Shalee Jethro (Dorothy Malone) helps her father run a desert stagecoach station. Five desperate outlaws arrive at the station to await a gold shipment they plan to rob, and Shalee becomes ... See full summary »
The Nazis imprison an Italian general who was planning to switch sides and turn over his army to the Allied side. Allied headquarters sends a small, somewhat misfit group of soldiers to ... See full summary »
The ultimate weapon which was meant to be safe for the mankind produces global side effects including time slides and disappearances. The scientist behind the project and his car are zapped... See full summary »
Dr. James Xavier is a world renowned scientist experimenting with human eyesight. He devises a drug, that when applied to the eyes, enables the user to see beyond the normal realm of our sight (ultraviolet rays etc.) it also gives the user the power to see through objects. Xavier tests this drug on himself, when his funding is cut off. As he continues to test the drug on himself, Xavier begins to see, not only through walls and clothes, but through the very fabric of reality! Written by
This film originally had a five minute prologue about the human senses. This prologue was removed from all post-theatrical prints of the film, and may have been removed from some of the theatrical release prints. This reduced the running time to 79 minutes. The footage still exists. See more »
After the accident with the 1963 light blue Lincoln Continental with suicide doors, the car shown upside down is either a Mercury or Ford of a similar color but without suicide doors and without whitewall tires. See more »
Dr. Diane Fairfax:
What do you see?
Dr. James Xavier:
The city... as if it were unborn. Rising into the sky with fingers of metal, limbs without flesh, girders without stone. Signs hanging without support. Wires dipping and swaying without poles. A city unborn. Flesh dissolved in an acid of light. A city of the dead.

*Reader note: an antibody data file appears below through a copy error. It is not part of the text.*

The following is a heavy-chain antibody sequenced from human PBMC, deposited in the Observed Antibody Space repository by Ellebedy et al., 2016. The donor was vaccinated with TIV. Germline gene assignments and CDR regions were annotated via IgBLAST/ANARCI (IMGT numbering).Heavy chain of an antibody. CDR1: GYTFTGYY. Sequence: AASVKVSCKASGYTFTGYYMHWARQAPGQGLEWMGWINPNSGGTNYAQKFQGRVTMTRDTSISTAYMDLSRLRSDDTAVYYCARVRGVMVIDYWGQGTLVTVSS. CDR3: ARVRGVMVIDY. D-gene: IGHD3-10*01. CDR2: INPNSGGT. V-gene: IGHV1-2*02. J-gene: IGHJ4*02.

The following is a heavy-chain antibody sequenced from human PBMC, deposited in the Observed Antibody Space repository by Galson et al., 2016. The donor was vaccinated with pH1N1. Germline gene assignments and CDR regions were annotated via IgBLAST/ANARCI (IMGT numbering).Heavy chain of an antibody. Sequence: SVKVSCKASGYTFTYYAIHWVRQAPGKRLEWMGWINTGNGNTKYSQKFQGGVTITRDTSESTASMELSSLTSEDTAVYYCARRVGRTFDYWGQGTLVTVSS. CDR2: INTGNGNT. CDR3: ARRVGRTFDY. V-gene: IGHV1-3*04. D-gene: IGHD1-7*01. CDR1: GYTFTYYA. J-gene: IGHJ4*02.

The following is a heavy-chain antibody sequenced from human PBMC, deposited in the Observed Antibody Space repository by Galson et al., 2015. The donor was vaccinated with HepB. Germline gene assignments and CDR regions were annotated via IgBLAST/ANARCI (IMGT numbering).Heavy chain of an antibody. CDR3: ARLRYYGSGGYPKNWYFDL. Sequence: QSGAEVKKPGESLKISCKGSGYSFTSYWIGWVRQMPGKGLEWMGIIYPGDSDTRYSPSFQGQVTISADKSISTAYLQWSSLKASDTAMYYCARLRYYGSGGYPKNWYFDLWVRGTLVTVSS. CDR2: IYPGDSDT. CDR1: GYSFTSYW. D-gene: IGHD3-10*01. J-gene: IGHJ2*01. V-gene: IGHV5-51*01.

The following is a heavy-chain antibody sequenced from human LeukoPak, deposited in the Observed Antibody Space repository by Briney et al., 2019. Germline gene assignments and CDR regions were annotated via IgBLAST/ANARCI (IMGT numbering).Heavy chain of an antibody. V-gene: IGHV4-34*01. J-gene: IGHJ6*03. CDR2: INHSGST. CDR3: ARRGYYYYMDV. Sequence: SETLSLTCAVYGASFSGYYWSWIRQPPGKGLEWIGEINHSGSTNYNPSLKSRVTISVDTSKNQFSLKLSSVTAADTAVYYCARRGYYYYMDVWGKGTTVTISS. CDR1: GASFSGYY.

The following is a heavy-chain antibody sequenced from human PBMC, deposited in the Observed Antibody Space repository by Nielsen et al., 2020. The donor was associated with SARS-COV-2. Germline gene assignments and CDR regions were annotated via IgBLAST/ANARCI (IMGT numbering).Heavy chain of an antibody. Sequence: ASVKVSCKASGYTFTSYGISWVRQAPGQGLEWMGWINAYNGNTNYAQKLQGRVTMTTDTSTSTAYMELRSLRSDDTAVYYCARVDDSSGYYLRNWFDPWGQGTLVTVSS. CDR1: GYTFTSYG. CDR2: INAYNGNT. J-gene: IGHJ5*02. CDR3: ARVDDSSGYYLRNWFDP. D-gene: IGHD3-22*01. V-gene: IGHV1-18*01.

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Classic sci-fi shocker has Rickles in one of his best roles
This is one of my favorite Roger Corman flicks. Brisk pace and many surprises. Don Rickles as a ruthless carny exploiteer is one of them. Milland wears more and more ridiculous sunglasses as the movie progresses.
Seriously, this is one of Don Rickles' best performances -- it shows that he could have gone in a totally different direction than he followed for most of his career (as an "insult comedian") if he had wanted to. I imagine that his appearance in the film had something to do with his contract with AIP, but I still think it's a bit of VERY inspired casting (regardless of the financial reasons that may have been behind it).
Milland is also excellent in the type of role that suits him to a T... he gets to be kind of a Dr. Frankenstein here, convinced he's doing good for humanity but making himself into a monster in the process.
A memorable story with a meaning.
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